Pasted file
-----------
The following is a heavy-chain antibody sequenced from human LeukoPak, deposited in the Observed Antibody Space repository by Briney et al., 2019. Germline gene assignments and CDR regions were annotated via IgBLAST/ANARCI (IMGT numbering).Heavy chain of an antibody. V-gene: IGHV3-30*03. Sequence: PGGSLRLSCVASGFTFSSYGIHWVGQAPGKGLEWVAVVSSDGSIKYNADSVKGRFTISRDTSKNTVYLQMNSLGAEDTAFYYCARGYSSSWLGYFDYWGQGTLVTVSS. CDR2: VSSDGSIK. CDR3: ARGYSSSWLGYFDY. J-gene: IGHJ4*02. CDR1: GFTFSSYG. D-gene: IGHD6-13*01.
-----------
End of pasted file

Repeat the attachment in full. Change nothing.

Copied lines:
The following is a heavy-chain antibody sequenced from human LeukoPak, deposited in the Observed Antibody Space repository by Briney et al., 2019. Germline gene assignments and CDR regions were annotated via IgBLAST/ANARCI (IMGT numbering).Heavy chain of an antibody. V-gene: IGHV3-30*03. Sequence: PGGSLRLSCVASGFTFSSYGIHWVGQAPGKGLEWVAVVSSDGSIKYNADSVKGRFTISRDTSKNTVYLQMNSLGAEDTAFYYCARGYSSSWLGYFDYWGQGTLVTVSS. CDR2: VSSDGSIK. CDR3: ARGYSSSWLGYFDY. J-gene: IGHJ4*02. CDR1: GFTFSSYG. D-gene: IGHD6-13*01.